Improved Performance in Electron-Excited Energy Dispersive X-Ray Spectrometry With the Silicon Drift Detector (SDD): Output Count Rates Above 100 kHz With Application to X-Ray Imaging
Dale E. Newbury
Energy dispersive x-ray spectrometry (EDS) is a key characterization method in electron beam instruments: the scanning electron microscope (SEM), analytical electron microscope (AEM), and the scanning transmission electron microscope (STEM). The performance of the conventional silicon (lithium) energy dispersive x-ray spectrometer [Si(Li) EDS] is now exceeded by the silicon drift detector (SDD) in three critical performance parameters: (1) a factor of 5 to 10 higher maximum output count rate for a given spectral resolution performance; (2) better resolution for a detector of a given area; and (3) much higher operating temperature, about 230 K to 250 K rather than 80K 100 K. The SDD offers particular advantages for x-ray mapping of bulk specimens in the SEM where the primary beam current can be increased to produce a high x-ray flux. For atomic level characterization, the SDD characteristics will permit new designs of high solid angle detectors that can efficiently capture x-rays from the low flux sources associated with thin specimens and low current, nanometer-scale electron beams.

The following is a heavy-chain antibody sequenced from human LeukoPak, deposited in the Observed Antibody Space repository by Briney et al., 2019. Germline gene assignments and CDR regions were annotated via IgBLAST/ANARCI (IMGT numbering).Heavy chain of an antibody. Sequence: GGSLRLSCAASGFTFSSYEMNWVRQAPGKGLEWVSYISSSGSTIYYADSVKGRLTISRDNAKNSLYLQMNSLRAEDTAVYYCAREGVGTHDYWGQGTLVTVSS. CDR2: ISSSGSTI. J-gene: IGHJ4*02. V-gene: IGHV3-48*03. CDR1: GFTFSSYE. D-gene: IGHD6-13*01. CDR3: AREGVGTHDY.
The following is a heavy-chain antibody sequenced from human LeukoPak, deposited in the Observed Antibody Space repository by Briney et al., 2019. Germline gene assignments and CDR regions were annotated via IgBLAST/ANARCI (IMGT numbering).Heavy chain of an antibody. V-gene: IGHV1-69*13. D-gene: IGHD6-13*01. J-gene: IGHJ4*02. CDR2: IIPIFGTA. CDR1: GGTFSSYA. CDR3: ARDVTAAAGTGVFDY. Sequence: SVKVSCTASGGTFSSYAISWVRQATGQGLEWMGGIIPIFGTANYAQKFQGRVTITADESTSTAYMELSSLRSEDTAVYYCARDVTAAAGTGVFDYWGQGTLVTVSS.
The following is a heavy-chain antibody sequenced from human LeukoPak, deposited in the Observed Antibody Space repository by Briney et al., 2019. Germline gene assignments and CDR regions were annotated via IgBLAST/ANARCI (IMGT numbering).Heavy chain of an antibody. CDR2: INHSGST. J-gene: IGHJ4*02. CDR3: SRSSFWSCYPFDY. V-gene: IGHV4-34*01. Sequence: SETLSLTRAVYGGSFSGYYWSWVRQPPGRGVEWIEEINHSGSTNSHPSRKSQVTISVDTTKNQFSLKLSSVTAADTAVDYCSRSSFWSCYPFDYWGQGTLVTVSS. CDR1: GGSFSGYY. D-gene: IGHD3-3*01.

e-Journal of Surface Science and Nanotechnology (e-JSSNT)
electron microscopy, scanning electron microscopy, scanning transmission electron microscop, x-ray emission, x-ray spectrometry
Improved Performance in Electron-Excited Energy Dispersive X-Ray Spectrometry With the Silicon Drift Detector (SDD): Output Count Rates Above 100 kHz With Application to X-Ray Imaging, e-Journal of Surface Science and Nanotechnology (e-JSSNT)
(Accessed October 1, 2023)